Here's how Canada became a nation as Sylvannus General said.

By custom, the Iroquois people hold an ...

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Top Level Country Domains on Stolen Lands

Indigenous peoples have always been a part of the virtual community since the internet's inception. The internet's first day was a revolution for sharing new and old ideas, and it helped to bridge the gap between many cultures. Not only has the internet facilitated the formation of friendships, but it has also enabled the same types of colonial practices that Indigenous people have faced in the real world.

Cyber colonialism is a real threat to the free flow of ideas from a specific cultural perspective, in part due to the complexities of indigenous communities obtaining virtual dominion or challenging Top Level Country Domains assigned to recognized members (eg .ca .us .au .nz etc:.). Since the dawn of the internet, colonial ...

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Motivation vs Inspiration

Motivation and inspiration are two words that are often used interchangeably. However, there is a fundamental difference, and understanding this difference makes a whole lot of difference in the quality of your life.

Motivation is based on lack

Motivation is what you feel when you hit the bottom. Or when you hear a motivational speaker talk about how he doubled his income by practicing his success principles. It’s based on lack. You seek out something you don’t possess. That is, your thinking mind seeks out what it thinks missing in you.

So when you are motivated, you are driven to work hard. For a while, this is great. But soon, you run out of gas. The stress of pressuring yourself ...

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Haldimand Tract Growth Study and Presentation: An Argument for a little Growth

People need safe drinking water and decent housing. Most of all, Six Nations needs a fair share.

Throughout the last century, Southern Ontario has seen urban and suburban growth on a scale rivaled by a few other centers. Our conurbation, the Golden Horseshoe, holds a quarter of the alien population and is the sixth densest area like it in North America.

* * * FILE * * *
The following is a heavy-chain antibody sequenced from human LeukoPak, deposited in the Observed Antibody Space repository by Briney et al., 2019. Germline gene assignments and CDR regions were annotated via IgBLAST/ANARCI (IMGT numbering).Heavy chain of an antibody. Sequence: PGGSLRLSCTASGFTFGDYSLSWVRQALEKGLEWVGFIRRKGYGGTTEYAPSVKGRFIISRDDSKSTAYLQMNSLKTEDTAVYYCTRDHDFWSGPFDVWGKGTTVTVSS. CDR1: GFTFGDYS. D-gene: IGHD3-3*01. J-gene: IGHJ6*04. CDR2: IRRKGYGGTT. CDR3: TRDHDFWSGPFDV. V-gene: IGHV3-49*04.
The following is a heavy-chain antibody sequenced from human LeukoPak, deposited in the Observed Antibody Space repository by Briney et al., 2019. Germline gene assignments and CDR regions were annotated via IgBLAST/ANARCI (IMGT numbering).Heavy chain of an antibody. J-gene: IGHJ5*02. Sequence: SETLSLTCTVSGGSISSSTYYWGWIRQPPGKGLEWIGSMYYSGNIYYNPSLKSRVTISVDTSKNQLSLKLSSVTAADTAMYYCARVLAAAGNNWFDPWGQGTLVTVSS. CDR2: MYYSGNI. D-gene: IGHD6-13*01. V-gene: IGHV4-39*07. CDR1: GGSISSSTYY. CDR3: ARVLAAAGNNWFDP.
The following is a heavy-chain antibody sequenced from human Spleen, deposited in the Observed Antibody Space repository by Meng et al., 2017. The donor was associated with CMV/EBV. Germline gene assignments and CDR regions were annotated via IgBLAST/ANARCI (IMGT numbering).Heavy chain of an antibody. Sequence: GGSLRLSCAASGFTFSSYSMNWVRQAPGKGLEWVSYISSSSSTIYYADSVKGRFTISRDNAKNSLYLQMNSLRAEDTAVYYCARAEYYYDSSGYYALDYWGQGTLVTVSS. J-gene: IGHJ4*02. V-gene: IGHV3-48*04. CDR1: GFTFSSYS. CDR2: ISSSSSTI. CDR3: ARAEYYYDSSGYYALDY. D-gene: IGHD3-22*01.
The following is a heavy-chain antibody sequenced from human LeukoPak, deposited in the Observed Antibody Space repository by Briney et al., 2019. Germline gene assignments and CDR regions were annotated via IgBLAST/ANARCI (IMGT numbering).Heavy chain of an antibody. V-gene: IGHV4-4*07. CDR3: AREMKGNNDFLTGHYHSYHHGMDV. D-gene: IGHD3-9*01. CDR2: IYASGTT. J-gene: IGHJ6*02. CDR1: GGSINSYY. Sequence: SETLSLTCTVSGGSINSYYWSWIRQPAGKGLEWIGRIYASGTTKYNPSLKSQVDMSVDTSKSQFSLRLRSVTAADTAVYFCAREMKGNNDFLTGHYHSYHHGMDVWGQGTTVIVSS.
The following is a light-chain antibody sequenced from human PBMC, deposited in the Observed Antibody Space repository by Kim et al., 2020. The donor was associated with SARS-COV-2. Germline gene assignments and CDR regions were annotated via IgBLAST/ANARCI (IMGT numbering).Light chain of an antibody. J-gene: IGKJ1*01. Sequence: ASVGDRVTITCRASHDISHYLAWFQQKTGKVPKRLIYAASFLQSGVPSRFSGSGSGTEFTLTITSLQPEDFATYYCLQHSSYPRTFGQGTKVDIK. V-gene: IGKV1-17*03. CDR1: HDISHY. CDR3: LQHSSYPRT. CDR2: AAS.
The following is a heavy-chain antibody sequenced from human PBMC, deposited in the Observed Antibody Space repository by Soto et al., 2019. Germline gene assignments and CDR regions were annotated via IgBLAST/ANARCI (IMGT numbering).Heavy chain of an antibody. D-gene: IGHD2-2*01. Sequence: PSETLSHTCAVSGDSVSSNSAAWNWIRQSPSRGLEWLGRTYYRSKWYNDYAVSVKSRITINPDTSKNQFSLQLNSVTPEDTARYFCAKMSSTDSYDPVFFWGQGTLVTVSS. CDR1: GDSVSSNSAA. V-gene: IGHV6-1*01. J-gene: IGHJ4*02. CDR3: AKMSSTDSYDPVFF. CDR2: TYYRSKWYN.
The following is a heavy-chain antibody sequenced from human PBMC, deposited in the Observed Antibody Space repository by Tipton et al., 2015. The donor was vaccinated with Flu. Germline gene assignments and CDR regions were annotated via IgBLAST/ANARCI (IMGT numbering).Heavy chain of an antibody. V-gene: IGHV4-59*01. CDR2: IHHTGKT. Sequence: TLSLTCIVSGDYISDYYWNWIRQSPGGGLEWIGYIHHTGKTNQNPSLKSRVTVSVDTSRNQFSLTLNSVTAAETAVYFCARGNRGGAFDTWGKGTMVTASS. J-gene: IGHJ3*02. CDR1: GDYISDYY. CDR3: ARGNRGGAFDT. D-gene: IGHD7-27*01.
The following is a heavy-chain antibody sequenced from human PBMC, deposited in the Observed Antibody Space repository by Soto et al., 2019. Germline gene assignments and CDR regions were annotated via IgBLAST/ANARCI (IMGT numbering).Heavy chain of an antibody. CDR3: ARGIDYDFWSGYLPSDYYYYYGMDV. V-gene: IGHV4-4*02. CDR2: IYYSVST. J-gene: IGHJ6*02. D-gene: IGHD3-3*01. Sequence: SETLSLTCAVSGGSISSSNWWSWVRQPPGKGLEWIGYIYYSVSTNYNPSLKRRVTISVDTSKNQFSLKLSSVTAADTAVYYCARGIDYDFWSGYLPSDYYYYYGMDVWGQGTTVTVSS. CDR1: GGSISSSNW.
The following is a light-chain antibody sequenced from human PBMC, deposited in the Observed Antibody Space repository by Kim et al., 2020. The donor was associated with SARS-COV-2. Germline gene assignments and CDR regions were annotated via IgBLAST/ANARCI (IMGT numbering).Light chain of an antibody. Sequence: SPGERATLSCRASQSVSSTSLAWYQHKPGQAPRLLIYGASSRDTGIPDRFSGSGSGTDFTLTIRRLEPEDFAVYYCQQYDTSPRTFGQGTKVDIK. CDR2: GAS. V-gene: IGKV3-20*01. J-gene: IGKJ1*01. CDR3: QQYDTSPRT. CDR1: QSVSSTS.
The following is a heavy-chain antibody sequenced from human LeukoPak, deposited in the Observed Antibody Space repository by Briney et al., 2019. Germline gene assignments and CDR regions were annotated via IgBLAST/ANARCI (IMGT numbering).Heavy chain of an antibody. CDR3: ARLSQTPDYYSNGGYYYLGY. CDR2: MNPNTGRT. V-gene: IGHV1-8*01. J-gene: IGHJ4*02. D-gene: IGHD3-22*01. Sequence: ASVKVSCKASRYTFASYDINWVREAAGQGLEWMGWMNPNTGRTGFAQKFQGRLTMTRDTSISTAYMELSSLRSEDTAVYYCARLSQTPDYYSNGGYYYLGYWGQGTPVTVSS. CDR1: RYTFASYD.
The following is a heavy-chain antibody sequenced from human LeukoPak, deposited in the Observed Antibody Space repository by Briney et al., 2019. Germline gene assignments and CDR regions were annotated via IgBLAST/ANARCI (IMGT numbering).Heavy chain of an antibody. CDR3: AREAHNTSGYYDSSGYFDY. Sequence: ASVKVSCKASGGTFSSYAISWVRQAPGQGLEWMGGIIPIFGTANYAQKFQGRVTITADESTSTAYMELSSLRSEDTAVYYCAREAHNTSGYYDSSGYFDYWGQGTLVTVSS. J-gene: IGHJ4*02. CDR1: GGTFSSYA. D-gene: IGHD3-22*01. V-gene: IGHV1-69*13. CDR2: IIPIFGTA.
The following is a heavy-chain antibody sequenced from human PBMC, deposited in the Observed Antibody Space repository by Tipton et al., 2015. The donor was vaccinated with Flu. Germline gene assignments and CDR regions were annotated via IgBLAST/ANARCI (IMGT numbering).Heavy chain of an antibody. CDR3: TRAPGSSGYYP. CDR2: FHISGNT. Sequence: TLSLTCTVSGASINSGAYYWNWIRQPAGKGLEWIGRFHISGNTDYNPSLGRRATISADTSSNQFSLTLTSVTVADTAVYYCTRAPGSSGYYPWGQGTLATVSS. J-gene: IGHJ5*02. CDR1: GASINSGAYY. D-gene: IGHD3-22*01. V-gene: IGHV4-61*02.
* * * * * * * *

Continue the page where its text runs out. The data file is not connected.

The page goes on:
Throughout the explosive growth of the last few decades, nearly every community in Southern Ontario has exploded in a wave of suburbanization, which I shouldn’t need to get too deep into here. I also shouldn’t need to get into the obvious harm it causes.

The point I want to address is one has been left out. As these occupied ...

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Provincial Elections 2022

The general election for Ontarians in 2022 will take place on June 2, 2022. The provincial elections are wrapping up, and the victorious challengers are to be sworn in as the 43rd Legislature of Ontario. 

Most Indigenous communities have their own governmental structures, which might be delegitimized by voting in Canada's political system. Whether or not we engage, the Crown's fiduciary obligations to Indigenous nations remain unaffected. 

Go out and vote if you can reconcile yourself to participating in the Canadian system and feeling like you're making a difference. Nobody, not even other Indigenous people, should instruct others on what to do.

In the last election cycle, a letter written by lawyer Pam Palmater summed up her feelings about participation ...